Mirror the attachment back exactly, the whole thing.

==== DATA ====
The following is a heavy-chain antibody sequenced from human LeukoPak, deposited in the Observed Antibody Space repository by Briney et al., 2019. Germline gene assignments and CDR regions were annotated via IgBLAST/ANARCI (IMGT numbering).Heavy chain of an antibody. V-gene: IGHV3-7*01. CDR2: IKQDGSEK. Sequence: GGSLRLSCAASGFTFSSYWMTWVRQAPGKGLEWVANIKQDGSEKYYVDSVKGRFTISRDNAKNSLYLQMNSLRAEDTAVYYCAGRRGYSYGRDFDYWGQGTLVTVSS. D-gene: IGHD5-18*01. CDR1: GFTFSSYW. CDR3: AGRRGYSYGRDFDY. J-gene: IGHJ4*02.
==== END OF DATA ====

The following is a heavy-chain antibody sequenced from human LeukoPak, deposited in the Observed Antibody Space repository by Briney et al., 2019. Germline gene assignments and CDR regions were annotated via IgBLAST/ANARCI (IMGT numbering).Heavy chain of an antibody. V-gene: IGHV3-7*01. CDR2: IKQDGSEK. Sequence: GGSLRLSCAASGFTFSSYWMTWVRQAPGKGLEWVANIKQDGSEKYYVDSVKGRFTISRDNAKNSLYLQMNSLRAEDTAVYYCAGRRGYSYGRDFDYWGQGTLVTVSS. D-gene: IGHD5-18*01. CDR1: GFTFSSYW. CDR3: AGRRGYSYGRDFDY. J-gene: IGHJ4*02.